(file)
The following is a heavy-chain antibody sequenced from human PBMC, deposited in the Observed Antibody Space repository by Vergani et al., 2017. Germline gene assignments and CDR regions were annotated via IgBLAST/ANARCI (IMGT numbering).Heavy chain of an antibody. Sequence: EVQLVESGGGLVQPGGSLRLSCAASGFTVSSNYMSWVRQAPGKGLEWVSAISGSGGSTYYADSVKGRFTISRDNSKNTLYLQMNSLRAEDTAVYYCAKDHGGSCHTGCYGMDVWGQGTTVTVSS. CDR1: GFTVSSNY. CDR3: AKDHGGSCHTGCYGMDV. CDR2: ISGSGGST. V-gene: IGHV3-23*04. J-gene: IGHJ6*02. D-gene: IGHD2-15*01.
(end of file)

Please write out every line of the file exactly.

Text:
The following is a heavy-chain antibody sequenced from human PBMC, deposited in the Observed Antibody Space repository by Vergani et al., 2017. Germline gene assignments and CDR regions were annotated via IgBLAST/ANARCI (IMGT numbering).Heavy chain of an antibody. Sequence: EVQLVESGGGLVQPGGSLRLSCAASGFTVSSNYMSWVRQAPGKGLEWVSAISGSGGSTYYADSVKGRFTISRDNSKNTLYLQMNSLRAEDTAVYYCAKDHGGSCHTGCYGMDVWGQGTTVTVSS. CDR1: GFTVSSNY. CDR3: AKDHGGSCHTGCYGMDV. CDR2: ISGSGGST. V-gene: IGHV3-23*04. J-gene: IGHJ6*02. D-gene: IGHD2-15*01.